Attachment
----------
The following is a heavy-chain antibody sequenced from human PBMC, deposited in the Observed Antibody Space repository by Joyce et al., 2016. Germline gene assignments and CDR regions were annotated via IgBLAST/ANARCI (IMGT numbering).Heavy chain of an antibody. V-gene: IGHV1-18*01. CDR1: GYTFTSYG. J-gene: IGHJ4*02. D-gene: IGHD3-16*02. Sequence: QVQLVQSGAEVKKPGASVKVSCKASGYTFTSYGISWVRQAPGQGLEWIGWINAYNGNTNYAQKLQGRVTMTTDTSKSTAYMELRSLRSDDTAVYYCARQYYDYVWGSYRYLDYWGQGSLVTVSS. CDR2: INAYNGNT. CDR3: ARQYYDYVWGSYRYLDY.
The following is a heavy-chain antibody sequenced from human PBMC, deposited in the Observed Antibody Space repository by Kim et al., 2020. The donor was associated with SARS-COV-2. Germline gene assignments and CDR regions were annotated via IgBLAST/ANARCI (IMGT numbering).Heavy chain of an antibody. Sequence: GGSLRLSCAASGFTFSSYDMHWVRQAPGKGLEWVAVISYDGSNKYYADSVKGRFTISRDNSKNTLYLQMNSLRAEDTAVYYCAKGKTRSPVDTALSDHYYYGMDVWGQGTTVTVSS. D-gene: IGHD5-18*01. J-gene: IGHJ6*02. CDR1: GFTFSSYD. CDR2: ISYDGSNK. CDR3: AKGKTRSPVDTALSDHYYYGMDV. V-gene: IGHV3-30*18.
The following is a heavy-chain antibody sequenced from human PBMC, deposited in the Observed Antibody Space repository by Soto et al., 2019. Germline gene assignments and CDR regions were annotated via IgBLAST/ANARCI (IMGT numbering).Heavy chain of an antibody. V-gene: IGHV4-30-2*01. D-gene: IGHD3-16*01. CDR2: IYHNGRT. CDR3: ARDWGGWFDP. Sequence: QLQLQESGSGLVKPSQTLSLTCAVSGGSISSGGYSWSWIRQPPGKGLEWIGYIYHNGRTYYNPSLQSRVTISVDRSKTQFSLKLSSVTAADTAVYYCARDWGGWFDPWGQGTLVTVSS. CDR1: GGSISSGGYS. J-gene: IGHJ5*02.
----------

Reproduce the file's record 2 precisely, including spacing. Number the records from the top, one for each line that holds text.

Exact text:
The following is a heavy-chain antibody sequenced from human PBMC, deposited in the Observed Antibody Space repository by Kim et al., 2020. The donor was associated with SARS-COV-2. Germline gene assignments and CDR regions were annotated via IgBLAST/ANARCI (IMGT numbering).Heavy chain of an antibody. Sequence: GGSLRLSCAASGFTFSSYDMHWVRQAPGKGLEWVAVISYDGSNKYYADSVKGRFTISRDNSKNTLYLQMNSLRAEDTAVYYCAKGKTRSPVDTALSDHYYYGMDVWGQGTTVTVSS. D-gene: IGHD5-18*01. J-gene: IGHJ6*02. CDR1: GFTFSSYD. CDR2: ISYDGSNK. CDR3: AKGKTRSPVDTALSDHYYYGMDV. V-gene: IGHV3-30*18.